Whatever good the ideas of ‘objectivity’ and ‘transcendence’ have done for our culture can be attained equally well by the idea of a community which strives after both intersubjective agreement and novelty.
— Richard Rorty
 

To debunk this Disney version of events, Dean and I wanted to look at the historical record a little more closely. We looked at the National Archives in Ottawa and at the Glenbow Museum archives in Calgary. We found the accounting records of the Department of Indian Affairs. The story these records told, particularly about what the Department very routinely did in a few First Nations bands around Calgary, was very different from the "official" story we are told in school.

I'll tell you more about what we found in another posting, over in the Practices section of the website, but for now, suffice to say that we found evidence of deliberate, prolonged, bureaucratic efforts to eradicate the culture of the First Nations. These efforts to eliminate the Indians and make them all like "us" settlers were official government policy. The archives showed this without question. Now, were we able to prove that in 95% of cases, the federal government acted like this? No. But that wasn't the point. All we needed to do, to cast doubt on the "official" Disney-like story of our past was to find a counterexample. And we did. By examining the Department's activities in even one of these bands, say the Sarcee First Nation near Calgary, and showing evidence of a policy of cultural extermination, we could poke a hole in the official story.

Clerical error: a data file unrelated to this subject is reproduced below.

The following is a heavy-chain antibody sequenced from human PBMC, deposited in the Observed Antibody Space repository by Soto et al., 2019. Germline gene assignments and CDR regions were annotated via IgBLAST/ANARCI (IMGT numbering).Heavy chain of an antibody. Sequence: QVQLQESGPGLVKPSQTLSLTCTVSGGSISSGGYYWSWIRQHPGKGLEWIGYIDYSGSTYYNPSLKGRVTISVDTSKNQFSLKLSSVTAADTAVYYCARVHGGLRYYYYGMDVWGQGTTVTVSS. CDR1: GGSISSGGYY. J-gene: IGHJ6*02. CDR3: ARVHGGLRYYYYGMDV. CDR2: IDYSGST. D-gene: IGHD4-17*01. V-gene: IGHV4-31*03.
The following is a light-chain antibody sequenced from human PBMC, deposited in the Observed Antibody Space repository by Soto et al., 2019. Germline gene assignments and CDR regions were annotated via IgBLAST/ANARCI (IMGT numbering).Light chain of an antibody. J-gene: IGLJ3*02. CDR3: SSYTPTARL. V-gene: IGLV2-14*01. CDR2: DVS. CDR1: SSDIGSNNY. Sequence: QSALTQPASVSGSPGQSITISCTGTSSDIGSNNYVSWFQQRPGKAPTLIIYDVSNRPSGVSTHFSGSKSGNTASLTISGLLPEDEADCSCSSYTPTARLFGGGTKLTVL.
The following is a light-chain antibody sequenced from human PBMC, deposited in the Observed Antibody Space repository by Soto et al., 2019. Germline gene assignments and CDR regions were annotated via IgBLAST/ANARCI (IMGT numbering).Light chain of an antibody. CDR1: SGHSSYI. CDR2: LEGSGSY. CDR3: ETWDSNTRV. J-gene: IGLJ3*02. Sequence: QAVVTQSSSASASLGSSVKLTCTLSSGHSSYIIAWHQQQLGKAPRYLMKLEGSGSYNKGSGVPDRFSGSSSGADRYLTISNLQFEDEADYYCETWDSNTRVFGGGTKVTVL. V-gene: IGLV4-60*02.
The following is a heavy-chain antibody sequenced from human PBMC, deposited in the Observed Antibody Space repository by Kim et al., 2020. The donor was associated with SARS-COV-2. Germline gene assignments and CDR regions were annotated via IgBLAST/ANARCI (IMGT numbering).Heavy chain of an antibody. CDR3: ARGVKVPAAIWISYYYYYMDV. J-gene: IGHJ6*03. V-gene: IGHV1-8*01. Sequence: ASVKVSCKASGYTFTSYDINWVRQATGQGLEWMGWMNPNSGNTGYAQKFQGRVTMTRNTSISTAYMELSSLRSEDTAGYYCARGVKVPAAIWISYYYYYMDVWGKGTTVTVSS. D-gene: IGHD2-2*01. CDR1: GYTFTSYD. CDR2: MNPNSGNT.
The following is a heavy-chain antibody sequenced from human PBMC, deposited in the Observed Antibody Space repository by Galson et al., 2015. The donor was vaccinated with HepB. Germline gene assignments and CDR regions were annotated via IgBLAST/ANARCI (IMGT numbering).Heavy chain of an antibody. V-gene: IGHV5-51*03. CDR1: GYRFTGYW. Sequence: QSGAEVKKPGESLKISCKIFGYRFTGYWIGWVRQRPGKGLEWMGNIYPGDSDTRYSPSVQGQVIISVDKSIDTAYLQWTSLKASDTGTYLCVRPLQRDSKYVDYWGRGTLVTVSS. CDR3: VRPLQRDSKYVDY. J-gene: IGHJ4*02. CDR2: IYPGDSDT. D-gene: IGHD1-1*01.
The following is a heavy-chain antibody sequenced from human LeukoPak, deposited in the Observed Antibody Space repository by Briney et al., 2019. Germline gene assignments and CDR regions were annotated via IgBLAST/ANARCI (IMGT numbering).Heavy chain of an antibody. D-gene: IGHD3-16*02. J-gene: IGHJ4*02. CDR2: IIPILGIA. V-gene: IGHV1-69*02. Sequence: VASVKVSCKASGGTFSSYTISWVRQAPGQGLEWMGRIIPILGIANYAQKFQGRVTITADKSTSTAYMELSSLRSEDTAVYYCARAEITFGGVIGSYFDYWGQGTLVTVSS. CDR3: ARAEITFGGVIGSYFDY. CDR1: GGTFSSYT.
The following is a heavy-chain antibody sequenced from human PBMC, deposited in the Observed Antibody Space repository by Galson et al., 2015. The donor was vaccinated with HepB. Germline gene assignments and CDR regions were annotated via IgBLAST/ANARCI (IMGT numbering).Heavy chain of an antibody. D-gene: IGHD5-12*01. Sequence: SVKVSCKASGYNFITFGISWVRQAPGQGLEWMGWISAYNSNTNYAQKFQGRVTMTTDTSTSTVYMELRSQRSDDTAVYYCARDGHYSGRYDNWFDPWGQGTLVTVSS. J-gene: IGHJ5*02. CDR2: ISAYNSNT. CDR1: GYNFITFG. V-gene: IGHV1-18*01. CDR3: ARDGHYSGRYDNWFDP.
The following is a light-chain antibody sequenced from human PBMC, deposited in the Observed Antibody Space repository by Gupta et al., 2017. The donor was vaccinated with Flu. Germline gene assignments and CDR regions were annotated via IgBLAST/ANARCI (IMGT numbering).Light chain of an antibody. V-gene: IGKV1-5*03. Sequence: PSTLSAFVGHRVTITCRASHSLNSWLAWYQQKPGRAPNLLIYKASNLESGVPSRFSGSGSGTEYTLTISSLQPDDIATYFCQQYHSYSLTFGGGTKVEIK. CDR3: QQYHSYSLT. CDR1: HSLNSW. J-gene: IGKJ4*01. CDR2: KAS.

So this is what we understand by the word "understanding." We simply mean that we question what we are told. We ask if things are necessarily so. We ask how it became possible that we ended up where we are. For this, detailed qualitative research of particular cases is quite useful. It's not that you couldn't do a large scale statistical study of accounting in the Department of Indian Affairs. The archival records are pretty comprehensive, after all. It's just that a large scale study wouldn't be particularly useful for answering the questions we wanted to ask.

For more on matching how truth is related to the kinds of questions we ask, read Richard Rorty.* He is awesome at explaining how the questions we ask demand different approaches to seeking the truth.


* Some key books by Richard Rorty:

  • Consequences of pragmatism: Essays, 1972-1980. U of Minnesota Press, 1982.
  • Contingency, irony, and solidarity. Cambridge: Cambridge University Press, 1989.
  • Objectivity, relativism, and truth: philosophical papers. Vol. 1. Cambridge University Press, 1991.
  • Philosophy and social hope. Penguin UK, 1999. [written for a wider audience]

Photograph: A lingerie store in Amsterdam, taken in 2012.